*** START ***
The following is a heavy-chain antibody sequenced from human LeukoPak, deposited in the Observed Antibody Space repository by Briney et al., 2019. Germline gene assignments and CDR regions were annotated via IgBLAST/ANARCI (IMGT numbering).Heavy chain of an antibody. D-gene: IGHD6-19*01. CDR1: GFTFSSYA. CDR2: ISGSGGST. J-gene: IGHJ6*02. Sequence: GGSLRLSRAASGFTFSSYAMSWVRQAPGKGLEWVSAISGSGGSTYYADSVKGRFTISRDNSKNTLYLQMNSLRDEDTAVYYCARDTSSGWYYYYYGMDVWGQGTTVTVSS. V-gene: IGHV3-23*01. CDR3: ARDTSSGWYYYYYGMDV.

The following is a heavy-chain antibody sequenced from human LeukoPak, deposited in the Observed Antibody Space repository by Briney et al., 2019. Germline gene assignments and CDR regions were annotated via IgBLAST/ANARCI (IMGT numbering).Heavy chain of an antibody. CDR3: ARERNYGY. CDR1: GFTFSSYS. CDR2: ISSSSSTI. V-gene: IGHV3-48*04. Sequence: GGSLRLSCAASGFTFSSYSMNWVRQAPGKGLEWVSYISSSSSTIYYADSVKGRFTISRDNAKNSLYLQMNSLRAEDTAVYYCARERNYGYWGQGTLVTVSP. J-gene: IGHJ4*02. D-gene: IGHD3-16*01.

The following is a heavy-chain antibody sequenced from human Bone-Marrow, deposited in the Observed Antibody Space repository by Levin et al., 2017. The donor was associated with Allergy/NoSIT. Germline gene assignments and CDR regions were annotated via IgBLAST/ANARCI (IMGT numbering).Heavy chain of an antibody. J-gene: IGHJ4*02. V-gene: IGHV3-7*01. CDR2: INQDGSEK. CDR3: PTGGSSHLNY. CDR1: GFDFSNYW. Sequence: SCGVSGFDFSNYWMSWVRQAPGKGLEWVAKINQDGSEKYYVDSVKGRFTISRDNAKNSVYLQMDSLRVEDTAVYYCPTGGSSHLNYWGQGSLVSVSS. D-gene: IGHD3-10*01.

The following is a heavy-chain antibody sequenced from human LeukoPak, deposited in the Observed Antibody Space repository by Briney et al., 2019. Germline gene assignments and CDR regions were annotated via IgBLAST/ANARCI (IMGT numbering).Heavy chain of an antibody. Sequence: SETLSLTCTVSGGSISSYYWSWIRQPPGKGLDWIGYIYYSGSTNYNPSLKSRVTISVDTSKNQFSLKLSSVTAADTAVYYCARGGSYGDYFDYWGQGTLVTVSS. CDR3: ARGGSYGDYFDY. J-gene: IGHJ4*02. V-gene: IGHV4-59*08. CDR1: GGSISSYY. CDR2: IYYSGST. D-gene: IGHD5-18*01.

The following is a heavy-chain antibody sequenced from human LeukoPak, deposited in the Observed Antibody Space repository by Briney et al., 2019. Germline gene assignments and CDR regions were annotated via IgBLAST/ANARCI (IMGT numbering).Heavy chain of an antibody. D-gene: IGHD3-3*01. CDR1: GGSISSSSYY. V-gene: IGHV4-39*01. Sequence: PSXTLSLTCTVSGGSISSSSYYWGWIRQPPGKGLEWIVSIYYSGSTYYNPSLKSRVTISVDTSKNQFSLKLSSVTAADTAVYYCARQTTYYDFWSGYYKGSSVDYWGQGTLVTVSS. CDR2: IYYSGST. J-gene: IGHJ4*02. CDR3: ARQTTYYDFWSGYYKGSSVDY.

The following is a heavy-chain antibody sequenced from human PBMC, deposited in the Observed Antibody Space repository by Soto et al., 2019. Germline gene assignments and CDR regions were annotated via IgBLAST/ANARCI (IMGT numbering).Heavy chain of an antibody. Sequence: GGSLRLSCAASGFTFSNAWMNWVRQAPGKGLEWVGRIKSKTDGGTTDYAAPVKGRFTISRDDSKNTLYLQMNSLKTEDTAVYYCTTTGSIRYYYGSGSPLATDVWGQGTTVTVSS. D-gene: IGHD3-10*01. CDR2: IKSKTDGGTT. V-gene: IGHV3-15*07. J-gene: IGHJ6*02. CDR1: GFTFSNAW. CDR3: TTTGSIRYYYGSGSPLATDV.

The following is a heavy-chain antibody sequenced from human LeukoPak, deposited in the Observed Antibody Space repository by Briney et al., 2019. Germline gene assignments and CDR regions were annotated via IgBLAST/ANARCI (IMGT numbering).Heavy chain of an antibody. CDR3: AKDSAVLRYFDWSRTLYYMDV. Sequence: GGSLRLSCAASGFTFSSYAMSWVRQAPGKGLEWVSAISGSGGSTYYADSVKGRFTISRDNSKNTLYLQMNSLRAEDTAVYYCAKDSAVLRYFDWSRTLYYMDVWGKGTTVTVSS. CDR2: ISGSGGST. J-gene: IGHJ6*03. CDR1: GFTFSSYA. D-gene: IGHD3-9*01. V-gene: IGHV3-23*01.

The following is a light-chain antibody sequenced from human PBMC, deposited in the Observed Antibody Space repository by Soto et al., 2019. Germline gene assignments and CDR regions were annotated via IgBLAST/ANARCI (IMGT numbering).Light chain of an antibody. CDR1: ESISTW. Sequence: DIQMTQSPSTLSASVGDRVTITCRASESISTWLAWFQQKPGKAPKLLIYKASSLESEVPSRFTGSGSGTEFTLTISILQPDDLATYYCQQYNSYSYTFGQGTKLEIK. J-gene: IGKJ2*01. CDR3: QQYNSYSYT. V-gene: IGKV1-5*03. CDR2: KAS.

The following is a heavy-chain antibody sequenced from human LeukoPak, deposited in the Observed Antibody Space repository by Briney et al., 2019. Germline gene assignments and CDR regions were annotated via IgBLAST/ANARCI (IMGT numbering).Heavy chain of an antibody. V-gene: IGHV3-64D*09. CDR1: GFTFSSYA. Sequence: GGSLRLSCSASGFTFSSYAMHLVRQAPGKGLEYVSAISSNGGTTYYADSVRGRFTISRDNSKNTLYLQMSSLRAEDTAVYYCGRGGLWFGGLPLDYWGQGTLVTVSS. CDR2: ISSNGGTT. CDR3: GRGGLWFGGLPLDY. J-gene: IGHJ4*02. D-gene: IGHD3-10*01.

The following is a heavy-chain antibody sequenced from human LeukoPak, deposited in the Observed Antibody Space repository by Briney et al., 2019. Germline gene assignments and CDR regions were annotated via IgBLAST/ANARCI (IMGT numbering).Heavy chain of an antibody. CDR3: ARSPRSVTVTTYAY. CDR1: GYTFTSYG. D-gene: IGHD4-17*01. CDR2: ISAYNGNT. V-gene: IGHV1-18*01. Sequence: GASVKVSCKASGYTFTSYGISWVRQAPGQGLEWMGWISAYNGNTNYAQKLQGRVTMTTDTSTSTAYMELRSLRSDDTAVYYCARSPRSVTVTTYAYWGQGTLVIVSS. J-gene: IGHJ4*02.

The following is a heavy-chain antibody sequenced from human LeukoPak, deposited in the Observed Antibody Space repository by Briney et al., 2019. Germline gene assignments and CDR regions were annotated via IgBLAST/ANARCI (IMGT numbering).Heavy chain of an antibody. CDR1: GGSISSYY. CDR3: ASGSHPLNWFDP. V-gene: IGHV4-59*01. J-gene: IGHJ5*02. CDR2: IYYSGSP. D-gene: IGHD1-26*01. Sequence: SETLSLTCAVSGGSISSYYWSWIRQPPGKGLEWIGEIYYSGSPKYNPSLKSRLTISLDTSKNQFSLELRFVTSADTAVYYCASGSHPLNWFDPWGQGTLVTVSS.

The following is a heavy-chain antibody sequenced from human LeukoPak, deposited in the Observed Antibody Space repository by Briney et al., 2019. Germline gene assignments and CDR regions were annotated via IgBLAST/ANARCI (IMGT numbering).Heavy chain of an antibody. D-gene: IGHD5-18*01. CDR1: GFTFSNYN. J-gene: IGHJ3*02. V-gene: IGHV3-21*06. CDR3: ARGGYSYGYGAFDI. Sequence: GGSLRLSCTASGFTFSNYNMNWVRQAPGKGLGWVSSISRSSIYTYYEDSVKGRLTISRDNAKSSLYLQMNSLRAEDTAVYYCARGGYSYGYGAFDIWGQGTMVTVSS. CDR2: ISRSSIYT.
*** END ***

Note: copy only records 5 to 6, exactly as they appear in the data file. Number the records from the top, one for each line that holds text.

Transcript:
The following is a heavy-chain antibody sequenced from human LeukoPak, deposited in the Observed Antibody Space repository by Briney et al., 2019. Germline gene assignments and CDR regions were annotated via IgBLAST/ANARCI (IMGT numbering).Heavy chain of an antibody. D-gene: IGHD3-3*01. CDR1: GGSISSSSYY. V-gene: IGHV4-39*01. Sequence: PSXTLSLTCTVSGGSISSSSYYWGWIRQPPGKGLEWIVSIYYSGSTYYNPSLKSRVTISVDTSKNQFSLKLSSVTAADTAVYYCARQTTYYDFWSGYYKGSSVDYWGQGTLVTVSS. CDR2: IYYSGST. J-gene: IGHJ4*02. CDR3: ARQTTYYDFWSGYYKGSSVDY.

The following is a heavy-chain antibody sequenced from human PBMC, deposited in the Observed Antibody Space repository by Soto et al., 2019. Germline gene assignments and CDR regions were annotated via IgBLAST/ANARCI (IMGT numbering).Heavy chain of an antibody. Sequence: GGSLRLSCAASGFTFSNAWMNWVRQAPGKGLEWVGRIKSKTDGGTTDYAAPVKGRFTISRDDSKNTLYLQMNSLKTEDTAVYYCTTTGSIRYYYGSGSPLATDVWGQGTTVTVSS. D-gene: IGHD3-10*01. CDR2: IKSKTDGGTT. V-gene: IGHV3-15*07. J-gene: IGHJ6*02. CDR1: GFTFSNAW. CDR3: TTTGSIRYYYGSGSPLATDV.